Skip to main content
Children's Hospital at Dartmouth Hitchcock (CHad)
Home / News & Stories / Our Patients. Their Stories. Matt Zapel
In This Section

Our Patients. Their Stories. Matt Zapel

Matt Zapel

My music is my place, my voice, my escape. I can get lost in my guitar.

Matt Zapel

“My music is my place, my voice, my escape,” says Matt Zapel, 27, of Manchester, NH. “I can get lost in my guitar.”

Living with Cystic Fibrosis (CF), Zapel knows, offers uncertainty about what his future holds, but some measure of solace finds him when he’s writing or playing his songs. “My music gives me something to hold onto. I feel understood. If I can find what I’m feeling in a song, I feel like something understands me perfectly.”

His goal is to make an album one day, in part as a tribute to his father, also a musician, who years earlier put his own musical ambitions on hold to meet the challenges of caring for Zapel and his older brother who also has CF. “To be able to carry on my dad’s passion,” Zapel says, “is a way I’d love to make my family proud.”

When he arrived as a patient at the Children’s Hospital at Dartmouth-Hitchcock (CHaD) at age 13, he remembers his wonderful first impression of the doctors, nurses and staff. And because he was older than most of his fellow patients, Zapel became something of a big-brother role model to them.

Although he’d visit CHaD six or more times a year, often for treatments that hospitalized him for two-week stints, Zapel says, “I never really minded coming here, because I felt Iike I had a purpose. I had people I knew and who knew who I was, and I couldn’t help but feel connected with them and their families at CHaD.”

That thread of connection winds through the bond that Zapel has with his doctor, Alex Gifford, MD, in Pulmonary Medicine—a relationship that formed when both patient and doctor were just beginning at CHaD. Gifford was in his residency, and they met one day while he was on a pediatric rotation. As Gifford finished his assessment, Zapel says, “I asked him if he’d chosen his specialty yet, and he told me, ‘Actually, Cystic Fibrosis.’ And I said, ‘Well, maybe one day you’ll be my doctor!’”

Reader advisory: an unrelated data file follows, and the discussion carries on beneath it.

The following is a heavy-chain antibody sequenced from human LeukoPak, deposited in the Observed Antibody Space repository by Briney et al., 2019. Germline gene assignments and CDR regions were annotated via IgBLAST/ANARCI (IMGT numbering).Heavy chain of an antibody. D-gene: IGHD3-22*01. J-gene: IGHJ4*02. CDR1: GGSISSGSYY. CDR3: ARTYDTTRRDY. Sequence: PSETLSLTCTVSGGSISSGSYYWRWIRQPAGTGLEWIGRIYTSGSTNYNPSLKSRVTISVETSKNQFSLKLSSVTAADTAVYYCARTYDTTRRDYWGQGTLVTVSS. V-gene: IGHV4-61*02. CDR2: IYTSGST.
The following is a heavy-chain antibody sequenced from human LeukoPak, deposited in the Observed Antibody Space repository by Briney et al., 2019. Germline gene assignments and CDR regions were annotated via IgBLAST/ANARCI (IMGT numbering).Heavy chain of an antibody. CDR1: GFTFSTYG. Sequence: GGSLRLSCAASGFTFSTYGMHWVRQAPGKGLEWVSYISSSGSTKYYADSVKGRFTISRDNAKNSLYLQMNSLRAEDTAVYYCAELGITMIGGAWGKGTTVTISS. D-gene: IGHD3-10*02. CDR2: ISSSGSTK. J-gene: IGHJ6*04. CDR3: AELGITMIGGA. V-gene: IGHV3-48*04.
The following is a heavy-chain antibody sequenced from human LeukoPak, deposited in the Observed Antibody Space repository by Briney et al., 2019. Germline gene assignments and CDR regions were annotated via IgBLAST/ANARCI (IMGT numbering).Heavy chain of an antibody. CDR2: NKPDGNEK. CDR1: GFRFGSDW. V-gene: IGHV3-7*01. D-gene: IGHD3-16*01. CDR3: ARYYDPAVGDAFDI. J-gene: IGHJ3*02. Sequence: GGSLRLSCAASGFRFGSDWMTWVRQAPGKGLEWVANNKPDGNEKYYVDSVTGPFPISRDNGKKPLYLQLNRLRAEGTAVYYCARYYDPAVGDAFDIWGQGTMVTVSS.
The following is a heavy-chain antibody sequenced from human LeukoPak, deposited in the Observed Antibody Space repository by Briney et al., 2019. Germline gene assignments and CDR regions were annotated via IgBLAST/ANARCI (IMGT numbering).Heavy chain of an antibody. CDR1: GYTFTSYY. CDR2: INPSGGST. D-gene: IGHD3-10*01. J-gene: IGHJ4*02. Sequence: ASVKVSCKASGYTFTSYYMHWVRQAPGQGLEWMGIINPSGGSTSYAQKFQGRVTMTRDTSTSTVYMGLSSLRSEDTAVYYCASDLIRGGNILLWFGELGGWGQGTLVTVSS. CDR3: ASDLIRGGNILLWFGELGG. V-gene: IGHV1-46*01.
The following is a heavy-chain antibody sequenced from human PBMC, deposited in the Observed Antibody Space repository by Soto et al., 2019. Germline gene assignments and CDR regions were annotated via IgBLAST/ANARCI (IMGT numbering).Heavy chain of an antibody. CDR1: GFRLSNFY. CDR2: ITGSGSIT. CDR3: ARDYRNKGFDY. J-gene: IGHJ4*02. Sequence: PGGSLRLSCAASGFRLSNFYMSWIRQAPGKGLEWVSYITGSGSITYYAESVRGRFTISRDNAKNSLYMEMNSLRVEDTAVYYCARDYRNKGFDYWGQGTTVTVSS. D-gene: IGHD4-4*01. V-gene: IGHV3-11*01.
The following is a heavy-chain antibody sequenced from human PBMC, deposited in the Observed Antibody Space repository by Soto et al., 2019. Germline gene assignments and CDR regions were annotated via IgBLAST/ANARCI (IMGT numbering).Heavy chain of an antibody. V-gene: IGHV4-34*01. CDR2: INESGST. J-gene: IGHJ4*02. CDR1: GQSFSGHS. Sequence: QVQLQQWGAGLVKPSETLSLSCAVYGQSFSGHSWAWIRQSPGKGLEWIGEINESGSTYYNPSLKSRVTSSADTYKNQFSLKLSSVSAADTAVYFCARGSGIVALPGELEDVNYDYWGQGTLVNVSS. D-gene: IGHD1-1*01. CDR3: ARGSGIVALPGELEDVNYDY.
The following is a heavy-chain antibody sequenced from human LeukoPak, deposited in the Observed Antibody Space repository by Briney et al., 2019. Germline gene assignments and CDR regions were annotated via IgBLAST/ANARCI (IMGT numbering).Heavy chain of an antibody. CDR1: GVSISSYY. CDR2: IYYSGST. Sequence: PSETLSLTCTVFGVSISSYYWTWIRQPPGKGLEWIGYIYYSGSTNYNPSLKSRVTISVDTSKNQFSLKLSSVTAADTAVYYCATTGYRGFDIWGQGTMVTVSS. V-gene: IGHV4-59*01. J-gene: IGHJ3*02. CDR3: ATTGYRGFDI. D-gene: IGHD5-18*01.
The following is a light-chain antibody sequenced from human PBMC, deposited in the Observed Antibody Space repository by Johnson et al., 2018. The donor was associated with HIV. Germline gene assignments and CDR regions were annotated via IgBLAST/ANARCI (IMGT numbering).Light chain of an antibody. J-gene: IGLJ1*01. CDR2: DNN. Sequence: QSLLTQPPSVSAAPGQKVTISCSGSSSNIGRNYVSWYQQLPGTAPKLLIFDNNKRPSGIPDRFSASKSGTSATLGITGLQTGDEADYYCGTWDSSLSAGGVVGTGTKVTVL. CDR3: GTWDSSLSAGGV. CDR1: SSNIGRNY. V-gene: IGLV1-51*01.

Over the years, Gifford’s down-to-earth approach has been a stabilizing force in Zapel’s CF journey, and especially as Zapel grapples with the challenges of adulthood and living with his illness. “Even though his main objective is to take care of my CF,” Zapel says, “Dr. Gifford understands that I’m a human being and that it isn’t the only thing my life is about, that it isn’t the only thing on my mind.”

When he turned 20, Zapel transitioned from receiving his care at CHaD to adult care of his CF; a move that meant leaving the familiar comfort of the nurses, staff and patients he knew for the realities of CF’s limiting effects on independent living.

One of the first adult patients he met, who was in his 30s and had been in D-H’s care for years, understood exactly how scared Zapel was feeling. On the day they met while in the hospital, Zapel says, “we ended up talking till three in the morning, about how he’d gotten through CF as an adult.”

Of the friendship that budded from that first encounter, Zapel says, “He was a candle in a really dark place.”

In spite of the many complications that his CF causes—in his liver, lungs, intestines, and elsewhere in his body—Zapel focuses on finding his path and some measure of self-sufficiency in the world. “My whole life I’ve been dependent,” he says, “and whether everybody reassures you that you’re not a burden, you can’t help wanting to be independent.”

He’s currently undergoing vocational rehabilitation to figure out what kind of work would be suitable for him with his condition.

But CF has placed no limits on Zapel’s drive to keep creating music and connecting with people as he performs, whether at an open-mic night or on the street playing for cash, which he loves to do.

While playing on the street—it’s called “busking”—he has met number of homeless people. Listening to their stories has made him think about someday helping to provide the programs and services they need.

“I just want an opportunity to show what I can give and give back,” Zapel says. “More than anything, that’s what I want.”